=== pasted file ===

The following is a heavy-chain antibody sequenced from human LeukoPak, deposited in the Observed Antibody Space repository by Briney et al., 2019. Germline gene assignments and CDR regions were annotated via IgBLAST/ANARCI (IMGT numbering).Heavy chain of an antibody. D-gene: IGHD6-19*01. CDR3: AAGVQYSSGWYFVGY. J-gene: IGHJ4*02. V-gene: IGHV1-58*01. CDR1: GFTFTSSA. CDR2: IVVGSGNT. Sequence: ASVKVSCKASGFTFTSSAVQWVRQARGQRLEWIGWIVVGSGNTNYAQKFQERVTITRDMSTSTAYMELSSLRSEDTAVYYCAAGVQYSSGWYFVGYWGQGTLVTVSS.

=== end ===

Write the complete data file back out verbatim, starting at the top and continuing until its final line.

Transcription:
The following is a heavy-chain antibody sequenced from human LeukoPak, deposited in the Observed Antibody Space repository by Briney et al., 2019. Germline gene assignments and CDR regions were annotated via IgBLAST/ANARCI (IMGT numbering).Heavy chain of an antibody. D-gene: IGHD6-19*01. CDR3: AAGVQYSSGWYFVGY. J-gene: IGHJ4*02. V-gene: IGHV1-58*01. CDR1: GFTFTSSA. CDR2: IVVGSGNT. Sequence: ASVKVSCKASGFTFTSSAVQWVRQARGQRLEWIGWIVVGSGNTNYAQKFQERVTITRDMSTSTAYMELSSLRSEDTAVYYCAAGVQYSSGWYFVGYWGQGTLVTVSS.